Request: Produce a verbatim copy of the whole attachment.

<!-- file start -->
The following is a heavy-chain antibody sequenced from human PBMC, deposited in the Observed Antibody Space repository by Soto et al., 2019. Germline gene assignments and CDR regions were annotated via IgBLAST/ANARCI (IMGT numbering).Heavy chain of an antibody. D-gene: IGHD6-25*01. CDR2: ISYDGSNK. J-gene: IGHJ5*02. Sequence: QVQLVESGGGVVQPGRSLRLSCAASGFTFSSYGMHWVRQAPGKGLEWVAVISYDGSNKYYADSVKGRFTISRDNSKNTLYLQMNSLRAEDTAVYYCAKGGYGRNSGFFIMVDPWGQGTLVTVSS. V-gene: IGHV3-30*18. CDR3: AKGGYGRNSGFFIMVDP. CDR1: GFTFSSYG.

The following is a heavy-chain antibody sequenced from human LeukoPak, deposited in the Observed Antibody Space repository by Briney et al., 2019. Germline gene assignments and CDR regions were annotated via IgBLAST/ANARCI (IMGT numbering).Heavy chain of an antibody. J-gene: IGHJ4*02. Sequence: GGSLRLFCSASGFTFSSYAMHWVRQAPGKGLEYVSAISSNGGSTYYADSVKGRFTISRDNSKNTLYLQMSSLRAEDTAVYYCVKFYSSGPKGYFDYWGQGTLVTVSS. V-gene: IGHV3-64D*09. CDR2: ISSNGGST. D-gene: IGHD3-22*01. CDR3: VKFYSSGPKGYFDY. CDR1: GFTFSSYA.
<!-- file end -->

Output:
The following is a heavy-chain antibody sequenced from human PBMC, deposited in the Observed Antibody Space repository by Soto et al., 2019. Germline gene assignments and CDR regions were annotated via IgBLAST/ANARCI (IMGT numbering).Heavy chain of an antibody. D-gene: IGHD6-25*01. CDR2: ISYDGSNK. J-gene: IGHJ5*02. Sequence: QVQLVESGGGVVQPGRSLRLSCAASGFTFSSYGMHWVRQAPGKGLEWVAVISYDGSNKYYADSVKGRFTISRDNSKNTLYLQMNSLRAEDTAVYYCAKGGYGRNSGFFIMVDPWGQGTLVTVSS. V-gene: IGHV3-30*18. CDR3: AKGGYGRNSGFFIMVDP. CDR1: GFTFSSYG.

The following is a heavy-chain antibody sequenced from human LeukoPak, deposited in the Observed Antibody Space repository by Briney et al., 2019. Germline gene assignments and CDR regions were annotated via IgBLAST/ANARCI (IMGT numbering).Heavy chain of an antibody. J-gene: IGHJ4*02. Sequence: GGSLRLFCSASGFTFSSYAMHWVRQAPGKGLEYVSAISSNGGSTYYADSVKGRFTISRDNSKNTLYLQMSSLRAEDTAVYYCVKFYSSGPKGYFDYWGQGTLVTVSS. V-gene: IGHV3-64D*09. CDR2: ISSNGGST. D-gene: IGHD3-22*01. CDR3: VKFYSSGPKGYFDY. CDR1: GFTFSSYA.